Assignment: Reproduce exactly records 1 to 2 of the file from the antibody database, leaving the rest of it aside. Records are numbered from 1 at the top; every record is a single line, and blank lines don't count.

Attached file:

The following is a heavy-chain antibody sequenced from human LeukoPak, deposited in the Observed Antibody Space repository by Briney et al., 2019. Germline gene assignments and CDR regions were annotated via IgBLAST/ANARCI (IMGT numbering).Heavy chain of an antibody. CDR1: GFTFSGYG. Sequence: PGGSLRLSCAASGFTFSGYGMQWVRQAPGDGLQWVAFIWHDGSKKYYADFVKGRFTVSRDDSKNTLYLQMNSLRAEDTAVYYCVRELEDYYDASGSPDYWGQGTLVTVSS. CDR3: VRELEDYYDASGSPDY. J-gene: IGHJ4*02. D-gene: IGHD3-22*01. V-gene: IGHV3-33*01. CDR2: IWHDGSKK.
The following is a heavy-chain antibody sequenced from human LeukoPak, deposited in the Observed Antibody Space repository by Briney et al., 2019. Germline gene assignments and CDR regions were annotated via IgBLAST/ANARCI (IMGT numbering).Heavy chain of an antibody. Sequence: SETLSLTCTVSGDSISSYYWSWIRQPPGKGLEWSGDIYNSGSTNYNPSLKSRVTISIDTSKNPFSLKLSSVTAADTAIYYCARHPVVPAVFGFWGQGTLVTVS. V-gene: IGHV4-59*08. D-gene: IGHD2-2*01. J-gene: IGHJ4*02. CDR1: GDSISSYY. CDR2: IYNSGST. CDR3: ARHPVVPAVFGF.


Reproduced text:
The following is a heavy-chain antibody sequenced from human LeukoPak, deposited in the Observed Antibody Space repository by Briney et al., 2019. Germline gene assignments and CDR regions were annotated via IgBLAST/ANARCI (IMGT numbering).Heavy chain of an antibody. CDR1: GFTFSGYG. Sequence: PGGSLRLSCAASGFTFSGYGMQWVRQAPGDGLQWVAFIWHDGSKKYYADFVKGRFTVSRDDSKNTLYLQMNSLRAEDTAVYYCVRELEDYYDASGSPDYWGQGTLVTVSS. CDR3: VRELEDYYDASGSPDY. J-gene: IGHJ4*02. D-gene: IGHD3-22*01. V-gene: IGHV3-33*01. CDR2: IWHDGSKK.
The following is a heavy-chain antibody sequenced from human LeukoPak, deposited in the Observed Antibody Space repository by Briney et al., 2019. Germline gene assignments and CDR regions were annotated via IgBLAST/ANARCI (IMGT numbering).Heavy chain of an antibody. Sequence: SETLSLTCTVSGDSISSYYWSWIRQPPGKGLEWSGDIYNSGSTNYNPSLKSRVTISIDTSKNPFSLKLSSVTAADTAIYYCARHPVVPAVFGFWGQGTLVTVS. V-gene: IGHV4-59*08. D-gene: IGHD2-2*01. J-gene: IGHJ4*02. CDR1: GDSISSYY. CDR2: IYNSGST. CDR3: ARHPVVPAVFGF.